I am going to quote two items of historical interest:

“Suraj-ud-Daulah, possibly at the instigation of the French, chose to take offence because the British at Fort William were strengthening their fortifications in case they should find themselves involved in hostilities with their French neighbours at Chandernagur. The Nawab ordered them to demolish the fortifications, the Governor replied with a remonstrance; and the Nawab responded by despatching an army against him. The Governor and some others fled on some British ships which were in the Hugli ; those who remained behind had no choice but to surrender. The unhappy prisoners, one hundred and forty-six in number, were packed into a chamber twenty feet square, three human beings to the square yard, with one small grating to let in air, on a sultry night in July. Suraj-ad-Daulah forgot them till next morning, when twenty-three of the hundred and forty-six were found to be still alive.”

“I was standing on the bridge in the evening when the Medjidieh arrived. As this ship with two barges came up to us, I saw that she was absolutely packed, and the barges, too, with men. When she was about 300 or 400 yards off it looked as if she was festooned with ropes. The stench, when she was close, was quite definite, and I found that what I mistook for ropes were dried stalactites of human faces. The patients were so huddled and crowded together on the ship that they could not perform the offices of nature clear of the edge of the ship, and the whole of the ship’s side was covered with stalactites of human fteces. A certain number of men were standing, some with blankets, some without. They were in a pool of dysentery about 30 feet square. They were covered with dysentery and dejecta generally from head to foot.”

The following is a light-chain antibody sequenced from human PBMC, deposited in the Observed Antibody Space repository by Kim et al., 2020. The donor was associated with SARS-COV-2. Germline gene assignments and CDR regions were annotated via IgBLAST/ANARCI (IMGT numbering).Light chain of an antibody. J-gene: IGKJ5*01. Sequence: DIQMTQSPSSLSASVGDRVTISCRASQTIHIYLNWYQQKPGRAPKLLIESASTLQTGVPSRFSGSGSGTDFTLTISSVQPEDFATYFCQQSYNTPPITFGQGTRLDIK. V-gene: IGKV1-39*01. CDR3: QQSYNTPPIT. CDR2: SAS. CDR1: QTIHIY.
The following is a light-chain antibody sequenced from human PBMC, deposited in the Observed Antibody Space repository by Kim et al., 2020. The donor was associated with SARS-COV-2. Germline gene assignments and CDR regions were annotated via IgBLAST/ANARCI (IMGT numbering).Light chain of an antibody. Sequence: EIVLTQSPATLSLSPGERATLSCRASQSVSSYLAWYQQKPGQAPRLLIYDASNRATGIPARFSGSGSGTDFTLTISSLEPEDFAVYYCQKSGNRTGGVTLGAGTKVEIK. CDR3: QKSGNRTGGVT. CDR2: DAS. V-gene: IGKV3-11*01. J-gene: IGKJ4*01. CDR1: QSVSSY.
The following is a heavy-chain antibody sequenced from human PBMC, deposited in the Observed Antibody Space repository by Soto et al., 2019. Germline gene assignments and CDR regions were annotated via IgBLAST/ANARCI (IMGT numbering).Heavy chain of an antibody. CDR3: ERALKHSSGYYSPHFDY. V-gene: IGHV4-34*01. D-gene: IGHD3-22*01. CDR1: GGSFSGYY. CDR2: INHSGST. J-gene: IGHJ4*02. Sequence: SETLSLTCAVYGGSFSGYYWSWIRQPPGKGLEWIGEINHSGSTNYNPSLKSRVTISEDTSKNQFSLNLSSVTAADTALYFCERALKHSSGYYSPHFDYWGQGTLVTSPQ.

I can hear the reader crying “Enough! Whose devilish imagination has conjured up such revolting details ? Wherever could such things as these happen ?”There is no imagination about it, dear reader. The first item is a brief description of the Black Hole of Calcutta ; the second item is merely an incident in the great war of liberty, 1916, as described in the Report of the Mesopotamia Commission.

After the foregoing it will be gratifying to all lovers of their country to learn that “the glorious Minster windows, the pride, not only of the city of York, but the unique possession of the English Church, are to be taken down because the enemy sought destruction with engines of war unknown in days of old, and with a ruth-lessnesa unequalled in the most savage times.” That ought to remove the nasty taste left in the month after reading the preceding paragraph.


M. Phillips Price, Petrograd correspondent of the “Manchester Guardian,” describes (“Manchester Guardian” 17.7.17) a visit he made to the Kronstadt prison in June. One portion that he visited contained a number of admirals, generals, and naval and military officers of all ranks who had been arrested at the outbreak of the revolution. “They all complained,” he says, “that they had been kept there three months without any trial or examination of their cases. But the young sailor who accompanied me chimed in: ‘I sat in this very prison for three years for having been found with a Socialist pamphlet in my possession. All that time I never had a trial of any kind whatever.’ I pointed out to the sailor that the prison accommodation was unfit for a human being. He answered,’ Well, I sat here all that time because of these gentlemen, and I think that if they bad known they were going to sit here they would have made better prisons !” A case of what’s sauce for the goose is sauce for the gander.